Cunningham Lecture 2011: Living with an unsustainable food system

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Professor Tim Lang

Professor of Food Policy, Centre for Food Policy, City University London

Tim Lang has been Professor of Food Policy at City University London’s Centre for Food Policy since 2002. After a PhD in social psychology at Leeds University, he became a hill farmer in the 1970s which shifted his attention to food policy, where it has been ever since. For over 35 years, he has engaged in academic and public research and debate about its direction, locally to globally. His abiding interest is how policy addresses the environment, health, social justice, and citizens.

He has been a consultant to the World Health Organisation (eg auditing the Global Top 25 Food Companies on food and health). He has been a special advisor to four House of Commons Select Committee inquiries (food standards x 2, globalisation and obesity), and a consultant on food security to the Royal Institute of International Affairs (Chatham House). He was a Commissioner on the UK Government’s Sustainable Development Commission (2006-11), reviewing progress on food sustainability. He was on the Council of Food Policy Advisors to the Dept for Environment, Food & Rural Affairs (2008-10), and was appointed to the Mayor of London’s Food Board in 2010.

The Centre for Food Policy works closely with civil society organisations, through Sustain the UK NGO alliance (which he chaired in the past). He has been a Vice-President of the Chartered Institute of Environmental Health (since 1999) and President of Garden Organic (since 2008).

He has written and co-written many articles, reports, chapters and books. His most recent books are Food Policy (with D Barling and M Caraher, Oxford University Press, 2009), Food Wars (with M Heasman, Earthscan 2004), Atlas of Food (with E Millstone, Earthscan 2003/2008), Unmanageable Consumer (with Y Gabriel, Sage 1996/2007). Ecological Public Health (with G Rayner, Earthscan/Routledge) is published in May 2012. He writes frequently in the media and has written a monthly column in The Grocer since 2000.

He was elected Fellow of the Faculty of Public Health in 2001; is an Hon Freeman of the Worshipful Company of Cooks (City of London). He rides a bicycle to work, doesn’t own a car and grows vegetables and fruit in his London garden.

Can food democracy resolve the dilemmas?

The lecture will explore whether policy-makers are responding sufficiently to the evidence of the food system’s tensions and fragilities. Tim Lang will propose that a set of ‘New Fundamentals’ are now clear yet policy-makers have so far failed to get sufficient intellectual, political and economic grip on the seriousness of the situation. For a moment, in 2006-08, this looked possible. Rising oil and food commodity prices shocked even Western policy-makers. They were used to food prices troubling developing, but not developed, countries. When prices dropped, sighs of relief were heard, but troubles have re-emerged in the 2010s. Are the tectonic plates merely moving only to resettle in a new place, or is food economic volatility now the status quo, adding to the world’s financial instability?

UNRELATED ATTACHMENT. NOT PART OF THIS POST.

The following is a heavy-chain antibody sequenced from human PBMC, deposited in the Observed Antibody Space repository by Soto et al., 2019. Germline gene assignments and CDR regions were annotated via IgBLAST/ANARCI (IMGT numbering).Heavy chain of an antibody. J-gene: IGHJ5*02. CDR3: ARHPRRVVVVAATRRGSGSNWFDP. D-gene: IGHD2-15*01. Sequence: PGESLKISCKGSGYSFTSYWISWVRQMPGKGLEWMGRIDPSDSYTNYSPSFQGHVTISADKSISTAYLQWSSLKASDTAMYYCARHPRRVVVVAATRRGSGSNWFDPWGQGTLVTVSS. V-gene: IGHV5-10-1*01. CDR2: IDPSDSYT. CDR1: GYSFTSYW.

In this lecture, Tim Lang will take a long view. He will suggest that the 20th century’s apparent progress in resolving the Malthusian question (about land, food and population) has been done at considerable cost. Oil underpinned the 20th century drive for productivity. As it went through technical and managerial revolutions, the food system’s impact on the environment was increasingly well documented. The impact on soil, water, climate, land use, and biodiversity are now all serious. The social implications, too, are sobering. Food culture is distorted. Social inequalities in consumption are both global and intra-national. Health indices show both hunger and obesity; and diet-related disease delivers huge healthcare costs. Surely the prevention of such problems ought to be driving policy yet it does not. Surely, we ought to be debating resource allocation, price-setting, and what is meant by efficiency, yet business-as-usual reigns. Or does it?

The lecture will present some signs that the enormity of the challenge is troubling policy-makers’ normality. The lecture will suggest that governments, food companies, and civil society (ie all of us) need to engage with this debate. It should not be left to vested interests alone. Thus, the 21st century looks set to resuscitate an old strand in food policy: the pursuit of food democracy, how to ensure that all people are fed equitably, healthily and with dignity in a manner that enables others to do so too. This is a socio-political not a purely technical or managerial or scientific problem.

Currently, much attention is on technical innovation – not just GM but an array of novel solutions to food on and off the land. Less attention is being given to social issues where the possibilities include: restructuring food markets, rapid consumer behaviour change, re-shaping cultural tastes, altering price signals. These require the state and citizens to act differently: less ‘leave it to markets’ and more ‘re-frame markets’. Less ‘let consumers choose’, more open support for ‘consumers are choice-edited anyway’. The dominant policy language is, at best, replete with ‘nudge’ thinking, the fashion for behavioural economics. The lecture will propose the need for open and democratic debate about food futures. It will propose that the food security debates are no more and no less than a key test for whether our food system is shaped by food control or food democracy. It will warn against technical triumphalism and urge a more balanced integration of societal and supply chain change.

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